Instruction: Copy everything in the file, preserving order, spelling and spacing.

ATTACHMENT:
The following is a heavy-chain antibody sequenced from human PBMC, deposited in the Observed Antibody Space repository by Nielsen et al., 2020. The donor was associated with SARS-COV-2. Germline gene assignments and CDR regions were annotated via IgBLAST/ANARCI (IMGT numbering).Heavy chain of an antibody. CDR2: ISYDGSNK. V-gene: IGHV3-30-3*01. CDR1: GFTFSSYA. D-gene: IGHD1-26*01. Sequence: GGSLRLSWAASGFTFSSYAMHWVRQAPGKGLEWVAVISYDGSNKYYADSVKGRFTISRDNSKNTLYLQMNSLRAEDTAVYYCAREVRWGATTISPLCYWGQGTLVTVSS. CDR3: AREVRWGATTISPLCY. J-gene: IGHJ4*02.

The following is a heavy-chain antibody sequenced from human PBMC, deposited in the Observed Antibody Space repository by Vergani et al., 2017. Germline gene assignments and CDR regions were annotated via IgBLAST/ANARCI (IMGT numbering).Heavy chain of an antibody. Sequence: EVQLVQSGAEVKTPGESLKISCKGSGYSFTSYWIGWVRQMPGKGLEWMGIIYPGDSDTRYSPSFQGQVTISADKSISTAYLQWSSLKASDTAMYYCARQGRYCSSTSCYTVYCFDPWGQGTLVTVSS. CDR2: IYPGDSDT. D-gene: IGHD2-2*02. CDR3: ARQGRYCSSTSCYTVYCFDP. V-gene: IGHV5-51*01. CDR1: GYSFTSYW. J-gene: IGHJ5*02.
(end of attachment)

The following is a heavy-chain antibody sequenced from human PBMC, deposited in the Observed Antibody Space repository by Nielsen et al., 2020. The donor was associated with SARS-COV-2. Germline gene assignments and CDR regions were annotated via IgBLAST/ANARCI (IMGT numbering).Heavy chain of an antibody. CDR2: ISYDGSNK. V-gene: IGHV3-30-3*01. CDR1: GFTFSSYA. D-gene: IGHD1-26*01. Sequence: GGSLRLSWAASGFTFSSYAMHWVRQAPGKGLEWVAVISYDGSNKYYADSVKGRFTISRDNSKNTLYLQMNSLRAEDTAVYYCAREVRWGATTISPLCYWGQGTLVTVSS. CDR3: AREVRWGATTISPLCY. J-gene: IGHJ4*02.

The following is a heavy-chain antibody sequenced from human PBMC, deposited in the Observed Antibody Space repository by Vergani et al., 2017. Germline gene assignments and CDR regions were annotated via IgBLAST/ANARCI (IMGT numbering).Heavy chain of an antibody. Sequence: EVQLVQSGAEVKTPGESLKISCKGSGYSFTSYWIGWVRQMPGKGLEWMGIIYPGDSDTRYSPSFQGQVTISADKSISTAYLQWSSLKASDTAMYYCARQGRYCSSTSCYTVYCFDPWGQGTLVTVSS. CDR2: IYPGDSDT. D-gene: IGHD2-2*02. CDR3: ARQGRYCSSTSCYTVYCFDP. V-gene: IGHV5-51*01. CDR1: GYSFTSYW. J-gene: IGHJ5*02.